Figure 1. Temporal distribution of reported cases of tetracycline-resistant Salmonella Typhimurium DT 191a, England and Wales 2008 - 2009
Week of specimen report (from end-June 2008)


1. Ongoing investigation into reptile associated salmonella infections. Health Protection Report 3(14); 9 April 2009,

2. Burnham BR, Atchley DH, DeFusco RP, Ferris KE, Zicarelli JC, Lee JH et al (1998). Prevalence of faecal shedding of salmonella organisms among captive green iguanas and potential public health implications. J. Am. Vet. Med. Assoc. 213, 48-50.

3. Mitchell MA, Shane SM (2001). Salmonella in reptiles. Seminars in avian and exotic pet medicine, 10(1), January.

4. HPA. Reptile-associated salmonella. HPA website: Infections A-Z / Salmonella / General Information.

Increased Campylobacter cases in 2009

A marked increase in Campylobacter infections has been noted in England and Wales in 2009. Since a drop in the number cases in 2002-2004 (44,544 cases in 2004) the number of Campylobacter reports have increased, with higher numbers in the last two years (51,989 in 2007 and 50,006 in 2008). The largest increase has been in the last six months. Provisional data indicates there has been a 19% increase in Campylobacter cases in England and Wales in 2009 up to week 26 compared to 2004 and a 17% increase since 2008 (figure 1) [1]. The increase in 2009 has been seen in all regions and has also been occurring in Scotland [2].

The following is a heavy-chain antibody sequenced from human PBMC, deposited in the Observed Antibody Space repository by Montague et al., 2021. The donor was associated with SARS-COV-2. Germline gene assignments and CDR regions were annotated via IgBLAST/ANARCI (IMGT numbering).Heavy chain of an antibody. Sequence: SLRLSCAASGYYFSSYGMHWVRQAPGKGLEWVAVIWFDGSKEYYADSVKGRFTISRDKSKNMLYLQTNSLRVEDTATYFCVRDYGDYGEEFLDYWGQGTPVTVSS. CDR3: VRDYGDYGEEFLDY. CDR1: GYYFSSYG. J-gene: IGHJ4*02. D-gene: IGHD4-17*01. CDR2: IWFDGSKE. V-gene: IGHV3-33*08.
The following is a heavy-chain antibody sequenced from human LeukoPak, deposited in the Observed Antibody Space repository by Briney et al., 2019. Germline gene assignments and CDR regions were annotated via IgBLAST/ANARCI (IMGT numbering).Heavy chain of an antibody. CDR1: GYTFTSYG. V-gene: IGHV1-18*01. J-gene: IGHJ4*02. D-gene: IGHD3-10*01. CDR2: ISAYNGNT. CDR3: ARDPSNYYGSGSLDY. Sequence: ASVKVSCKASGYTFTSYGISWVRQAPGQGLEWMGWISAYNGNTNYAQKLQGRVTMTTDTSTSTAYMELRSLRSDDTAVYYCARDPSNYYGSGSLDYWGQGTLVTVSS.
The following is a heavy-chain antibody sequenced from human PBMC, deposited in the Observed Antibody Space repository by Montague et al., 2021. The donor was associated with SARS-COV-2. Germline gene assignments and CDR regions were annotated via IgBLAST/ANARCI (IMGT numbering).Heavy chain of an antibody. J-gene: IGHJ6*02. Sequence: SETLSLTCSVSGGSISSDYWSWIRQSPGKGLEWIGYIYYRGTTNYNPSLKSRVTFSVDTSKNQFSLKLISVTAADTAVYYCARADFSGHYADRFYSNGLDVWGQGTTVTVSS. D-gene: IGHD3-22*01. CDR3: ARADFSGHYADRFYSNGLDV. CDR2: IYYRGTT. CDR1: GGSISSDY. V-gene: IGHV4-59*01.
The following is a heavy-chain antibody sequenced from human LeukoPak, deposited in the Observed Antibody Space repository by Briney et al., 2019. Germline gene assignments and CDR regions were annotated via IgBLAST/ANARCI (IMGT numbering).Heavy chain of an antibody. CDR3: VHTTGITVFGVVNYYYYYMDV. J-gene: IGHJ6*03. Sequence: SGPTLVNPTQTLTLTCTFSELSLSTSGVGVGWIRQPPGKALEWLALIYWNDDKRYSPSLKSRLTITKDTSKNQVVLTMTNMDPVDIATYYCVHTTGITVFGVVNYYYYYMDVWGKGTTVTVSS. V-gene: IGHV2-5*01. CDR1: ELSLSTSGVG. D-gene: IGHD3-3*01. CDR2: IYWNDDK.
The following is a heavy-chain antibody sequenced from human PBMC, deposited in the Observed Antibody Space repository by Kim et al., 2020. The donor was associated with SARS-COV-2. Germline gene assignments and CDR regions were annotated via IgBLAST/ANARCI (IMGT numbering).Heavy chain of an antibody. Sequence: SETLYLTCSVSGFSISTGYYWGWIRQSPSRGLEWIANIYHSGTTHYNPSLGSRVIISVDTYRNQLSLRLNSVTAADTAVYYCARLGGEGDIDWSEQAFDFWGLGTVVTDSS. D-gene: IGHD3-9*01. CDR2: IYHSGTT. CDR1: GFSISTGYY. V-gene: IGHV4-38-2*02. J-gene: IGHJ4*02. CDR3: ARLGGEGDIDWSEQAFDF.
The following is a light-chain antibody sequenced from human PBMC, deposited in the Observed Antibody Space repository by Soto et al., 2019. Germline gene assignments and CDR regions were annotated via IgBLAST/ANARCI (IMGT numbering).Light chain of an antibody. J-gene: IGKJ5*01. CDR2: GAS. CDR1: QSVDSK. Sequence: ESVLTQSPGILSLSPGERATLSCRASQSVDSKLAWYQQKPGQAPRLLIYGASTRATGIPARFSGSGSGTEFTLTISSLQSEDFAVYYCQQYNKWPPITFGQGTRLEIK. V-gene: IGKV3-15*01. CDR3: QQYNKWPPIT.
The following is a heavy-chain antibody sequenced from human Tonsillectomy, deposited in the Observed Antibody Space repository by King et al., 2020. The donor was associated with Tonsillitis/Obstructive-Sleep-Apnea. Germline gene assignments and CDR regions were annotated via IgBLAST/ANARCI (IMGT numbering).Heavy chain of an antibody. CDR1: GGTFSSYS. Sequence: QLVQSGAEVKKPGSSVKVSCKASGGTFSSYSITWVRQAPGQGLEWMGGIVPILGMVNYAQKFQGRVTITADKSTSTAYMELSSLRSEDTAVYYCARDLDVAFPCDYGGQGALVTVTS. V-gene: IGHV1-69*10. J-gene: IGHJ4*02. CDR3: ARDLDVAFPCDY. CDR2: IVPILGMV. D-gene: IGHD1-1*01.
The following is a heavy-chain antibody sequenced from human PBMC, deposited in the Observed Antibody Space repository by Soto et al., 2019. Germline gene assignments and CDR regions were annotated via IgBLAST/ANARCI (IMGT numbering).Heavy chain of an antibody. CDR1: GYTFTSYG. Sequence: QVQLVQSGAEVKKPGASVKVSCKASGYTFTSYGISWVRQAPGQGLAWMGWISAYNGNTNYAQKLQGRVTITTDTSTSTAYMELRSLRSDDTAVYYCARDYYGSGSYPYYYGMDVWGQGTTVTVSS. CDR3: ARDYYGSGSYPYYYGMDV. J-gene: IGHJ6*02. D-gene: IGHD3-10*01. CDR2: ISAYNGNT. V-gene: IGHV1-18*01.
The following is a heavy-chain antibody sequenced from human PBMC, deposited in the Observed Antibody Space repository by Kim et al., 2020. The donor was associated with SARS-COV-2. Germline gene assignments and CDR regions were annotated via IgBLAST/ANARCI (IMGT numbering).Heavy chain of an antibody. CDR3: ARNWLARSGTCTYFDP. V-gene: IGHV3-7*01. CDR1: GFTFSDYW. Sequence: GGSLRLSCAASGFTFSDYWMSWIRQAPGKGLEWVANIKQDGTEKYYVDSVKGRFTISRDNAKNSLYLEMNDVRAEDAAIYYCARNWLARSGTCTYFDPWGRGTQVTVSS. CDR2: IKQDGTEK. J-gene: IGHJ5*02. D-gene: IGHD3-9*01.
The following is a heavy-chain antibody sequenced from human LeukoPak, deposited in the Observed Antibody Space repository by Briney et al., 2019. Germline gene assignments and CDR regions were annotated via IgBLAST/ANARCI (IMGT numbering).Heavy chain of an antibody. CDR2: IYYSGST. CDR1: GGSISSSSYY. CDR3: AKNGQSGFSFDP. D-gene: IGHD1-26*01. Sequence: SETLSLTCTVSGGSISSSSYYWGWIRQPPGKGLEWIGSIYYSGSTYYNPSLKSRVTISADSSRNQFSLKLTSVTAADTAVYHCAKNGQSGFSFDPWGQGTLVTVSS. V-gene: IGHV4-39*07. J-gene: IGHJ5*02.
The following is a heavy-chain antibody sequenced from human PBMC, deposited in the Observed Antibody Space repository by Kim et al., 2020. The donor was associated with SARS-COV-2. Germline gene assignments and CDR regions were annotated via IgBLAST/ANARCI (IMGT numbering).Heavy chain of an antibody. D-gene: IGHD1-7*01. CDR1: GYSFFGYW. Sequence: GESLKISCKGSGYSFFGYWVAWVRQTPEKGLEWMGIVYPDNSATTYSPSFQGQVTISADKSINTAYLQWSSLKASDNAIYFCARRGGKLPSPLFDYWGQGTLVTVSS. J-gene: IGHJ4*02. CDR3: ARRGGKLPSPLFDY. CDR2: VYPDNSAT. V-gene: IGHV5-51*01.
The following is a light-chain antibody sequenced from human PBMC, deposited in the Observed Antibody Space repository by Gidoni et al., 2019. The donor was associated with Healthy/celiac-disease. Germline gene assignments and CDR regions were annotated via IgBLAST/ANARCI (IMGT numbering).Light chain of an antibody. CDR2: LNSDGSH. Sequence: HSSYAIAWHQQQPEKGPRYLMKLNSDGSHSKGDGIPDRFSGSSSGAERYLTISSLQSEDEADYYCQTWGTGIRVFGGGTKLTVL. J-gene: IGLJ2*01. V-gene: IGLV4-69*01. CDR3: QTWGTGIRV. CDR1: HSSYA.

The age distribution of cases in recent months continues a trend of increased cases in older people. In England and Wales, Campylobacter case numbers in weeks 1 to 26 have exceeded those for the period between 2004 and 2009 by 16% in people under 20 years old, by 5% in people aged 20 to 49 and by 41% in people aged 50 or more (figure 2). This change in age distribution has been previously noted [3,4].

Campylobacter is the commonest bacterial cause of diarrhoea in England and Wales. Two species - C. jejuni and C. coli - account for the majority of infections. A number of risk factors have been associated with Campylobacter infection, including undercooked meat (especially poultry), unpasteurised milk and untreated water [5-8]. However, the source of infection in most cases remains unexplained by recognised risk factors for infectious intestinal disease. While a number of factors could contribute to the increased cases in older people (e.g. an aging population, increased travel, more eating out, changes in health seeking behaviour, surveillance, proton pump inhibitor and nonsteroidal anti-inflammatory drugs use), and in people overall (eg increased contamination of raw meats or exposure from the environment), the causes of this increase currently remain to be established.

Figure 1. Campylobacter cases per week 2008 and 2009 weeks 1 to 26

Figure 2. Campylobacter cases by age 2004-2009 weeks 1 to 26


1. "Common gastrointestinal infections, England and Wales: laboratory reports: weeks 23-26/2009", Health Protection Report 3(27), 10 July 2009.